When we think of our own lives coming to an end
by means of withdrawing or withholding a feeding-tube,
we know that the utmost caution is needed
in the decision-making process that might lead to this action.
Each of us should consider just how such a life-ending decision
should be reached with respect to our own lives.
And we should put our plans into our Advance Directives for Medical Care.
If we clarify our own medical ethics well in advance of any situation
in which withdrawing a feeding-tube becomes a real option,
then we have faced this means of choosing death on the philosophical level,
probably years before it becomes a real-life choice.


    It probably does not happen very often in medical institutions,
but sometimes harmful decisions are made
with inadequate consideration of all the options.
So we as the patients do need protection from mistakes and abuses
of any protocol that allows withdrawal of life-support systems.

    Our doctors will provide the medical facts and recommendations.
And because one doctor might miss something important,
other doctors
perhaps specialists in our disease or condition
might be called upon to examine us and to explore our medical options.

     Our own views on life and death should shape our end-of-life choices
Each of us has strong beliefs and values
that we have been using to shape our lives thru-out adulthood.
We have some life-principles that form the basis of our medical ethics.
And here also, it might be useful to ask for input from others.
There might be people we trust who will help us to formulate
our own values concerning life and death.

    And even beyond helping us to clarify our own values,
the views of others who have been close to us
might have to be called into action
if and when we can no longer make our own medical decisions.
This is the role of medical proxies,
whom we should appoint in our Advance Directives for Medical Care.
When we are beyond making our own choices,
our proxies are empowered to make all of the medical decisions
that were automatically given to us while we were still full persons.

    If we find ourselves in difficult dilemmas at the end of our lives,
we might have occasion to call upon a group of ethical consultants.
There might be an institutional ethics committee
in the hospital or nursing home where we are receiving our terminal care.
Because these people have faced several similar situations,
they might be able to offer wise advice to the official deciders
—ourselves as the patient and/or our appointed proxies
who might be facing life-ending decisions for the very first time.

    Another layer of protection would be the legal system.
We have laws and the means of enforcing them
so that people who cannot always protect themselves
will be saved from others who might have harmful aims.

    The same safeguards that we apply to withdrawing life-supports
could also be applied to other forms of life-ending decisions.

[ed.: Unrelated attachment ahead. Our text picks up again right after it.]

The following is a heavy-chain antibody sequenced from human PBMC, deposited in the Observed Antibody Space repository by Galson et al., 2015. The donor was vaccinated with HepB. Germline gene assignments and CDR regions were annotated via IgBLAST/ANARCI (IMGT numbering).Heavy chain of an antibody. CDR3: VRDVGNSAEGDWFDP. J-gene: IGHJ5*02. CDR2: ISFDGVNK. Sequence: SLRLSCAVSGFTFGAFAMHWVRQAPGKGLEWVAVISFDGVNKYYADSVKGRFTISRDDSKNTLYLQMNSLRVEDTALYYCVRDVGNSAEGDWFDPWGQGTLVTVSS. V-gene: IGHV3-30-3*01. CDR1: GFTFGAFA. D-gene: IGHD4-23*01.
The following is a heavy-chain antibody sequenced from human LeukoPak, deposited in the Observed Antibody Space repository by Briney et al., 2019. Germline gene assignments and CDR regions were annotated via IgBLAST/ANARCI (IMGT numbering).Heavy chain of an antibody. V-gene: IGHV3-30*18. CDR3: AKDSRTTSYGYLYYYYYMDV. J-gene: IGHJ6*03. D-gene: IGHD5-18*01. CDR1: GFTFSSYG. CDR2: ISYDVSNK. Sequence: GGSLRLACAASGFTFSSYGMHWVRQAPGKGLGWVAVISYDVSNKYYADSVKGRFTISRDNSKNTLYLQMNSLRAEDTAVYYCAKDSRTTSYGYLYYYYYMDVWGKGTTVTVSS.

Even if we are not connected to tubes and machines at the end of our lives,
we still do have the right to choose
the best time and the best means for our lives to end.

    We should decide our own lives and deaths,
possibly getting feedback from the people closest to us.
We should appoint proxies who will carry forward our settled values
if and when we can no longer decide for ourselves
or can no longer express our wishes.

    Whoever is called upon to offer an opinion or make a decision
should make sure that all of the available alternatives have been considered.
And it might even be wise to put these deliberations into writing,
in case these decisions might need to be reviewed later
by others who were not present at the time the choices had to be made.
Some relatives might be quite distant
and be included in the decision-process only when the end is near.
So, instead of starting the process all over from scratch,
these late-comers can be permitted to read the death-planning record,
which details all of the deliberations to that point.

    If the practice of withdrawing life-supports
does indeed become the paradigm for all life-ending decisions,
then we will discover some 'safeguards' that are really not appropriate.
If any proposed safeguards have never been applied
to any situations of giving up life-support systems,
then they should not be applied to other circumstances.

    Here is an extreme example:
Some opponents of the right-to-die hold
that doctors should never cooperate in any death-planning process.
This sometimes takes the form of ethics affirmed by a medical society:
"Doctors must not kill."
But it would be very difficult to apply such a 'hands-off' policy
to life-ending decisions that include withdrawing life-supports.
If doctors can give their professional opinions concerning life-supports,
they should also be permitted to give the medical facts and opinions
that would be relevant to other kinds of life-ending decision.

    Perhaps we need laws to regularize the withdrawal of life-supports.
And any such provisions could be included
in new laws against causing premature death.
Here is a model for such laws: